Obasanjo declares emergency in Nigerian state


JOS, Nigeria - President Olusegun Obasanjo declared a state of emergency in the central state of Plateau yesterday, suspending its elected officials and putting a retired general in charge of a region racked for months by sectarian violence.

In an announcement on state radio and television, Obasanjo accused Plateau officials of having "wittingly and unwittingly encouraged acts that have subverted peace and tranquillity."

The president suspended the state governor, his deputy and the state assembly. Chris Ali, a retired army general, was appointed administrator for a six-month period.

Obasanjo issued the order two weeks after a Christian militia attacked the largely Muslim market town of Yelwa, killing what could have been several hundred people and forcing thousands to flee their homes. Estimates of the death toll have varied widely, from 67 to 600. The incident in Yelwa sparked retaliatory attacks against Christians in Plateau and spread to Kano, a largely Muslim city in the north, driving thousands more to seek refuge.

The sectarian violence in Plateau began with an eruption of fighting between Christians and Muslims in Jos, the state capital, in September 2001. A government inquiry found that about 1,000 people had been killed in a single week.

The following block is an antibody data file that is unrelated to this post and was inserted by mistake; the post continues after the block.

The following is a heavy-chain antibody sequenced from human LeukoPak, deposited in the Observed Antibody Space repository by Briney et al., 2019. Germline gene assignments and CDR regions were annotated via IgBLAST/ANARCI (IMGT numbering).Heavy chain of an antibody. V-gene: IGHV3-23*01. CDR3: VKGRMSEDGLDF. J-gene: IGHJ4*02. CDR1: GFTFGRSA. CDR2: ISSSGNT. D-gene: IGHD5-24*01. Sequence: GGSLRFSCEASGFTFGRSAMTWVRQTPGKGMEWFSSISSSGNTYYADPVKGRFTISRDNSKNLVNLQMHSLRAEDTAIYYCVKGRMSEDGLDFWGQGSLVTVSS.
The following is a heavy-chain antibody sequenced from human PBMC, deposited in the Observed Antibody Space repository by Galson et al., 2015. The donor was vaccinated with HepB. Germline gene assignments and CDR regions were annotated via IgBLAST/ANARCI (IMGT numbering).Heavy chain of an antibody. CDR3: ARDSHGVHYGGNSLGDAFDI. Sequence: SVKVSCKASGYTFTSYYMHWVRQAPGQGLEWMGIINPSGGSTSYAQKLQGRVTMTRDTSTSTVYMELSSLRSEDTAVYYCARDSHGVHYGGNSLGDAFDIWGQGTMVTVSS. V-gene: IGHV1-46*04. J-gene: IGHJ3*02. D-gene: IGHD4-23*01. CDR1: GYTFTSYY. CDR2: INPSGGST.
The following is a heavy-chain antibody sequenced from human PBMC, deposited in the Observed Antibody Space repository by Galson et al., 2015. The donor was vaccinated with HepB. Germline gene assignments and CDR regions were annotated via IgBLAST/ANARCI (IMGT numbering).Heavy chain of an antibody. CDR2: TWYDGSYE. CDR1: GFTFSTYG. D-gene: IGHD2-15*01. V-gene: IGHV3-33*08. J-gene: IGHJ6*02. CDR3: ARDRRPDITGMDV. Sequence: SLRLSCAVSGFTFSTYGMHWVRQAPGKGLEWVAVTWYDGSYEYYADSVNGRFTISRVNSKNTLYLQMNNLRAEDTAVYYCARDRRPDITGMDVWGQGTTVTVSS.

Presidential adviser Femi Fani-Kayode singled out Plateau's governor, Joshua Dariye, for what he called "sheer incompetence" in handling the state's religious and ethnic tensions. He said the emergency decree was issued to prevent violence from spreading to other parts of the country.

The presidential order is to be reviewed by the Nigerian legislature today. It has already prompted warnings from human rights advocates, who said they feared potential abuses by security forces in the name of restoring law and order.

Adotei Akwei, advocacy director for Africa for Amnesty International USA, said: "Given the human rights record of the Nigerian security forces, we're concerned this could turn into a case of the fox guarding the hen house, as in the past those deployed to protect civilians used excessive force against them and carried out extrajudicial killings."

Obasanjo, 66, is a former military ruler who stepped down voluntarily in 1979 and ran for office as a civilian 20 years later. His election in 1999 was seen as a landmark in Nigerian politics, ending 15 years of military rule. But political and ethnic violence has dogged Obasanjo's presidency. His re-election last year was marred by charges of fraud.

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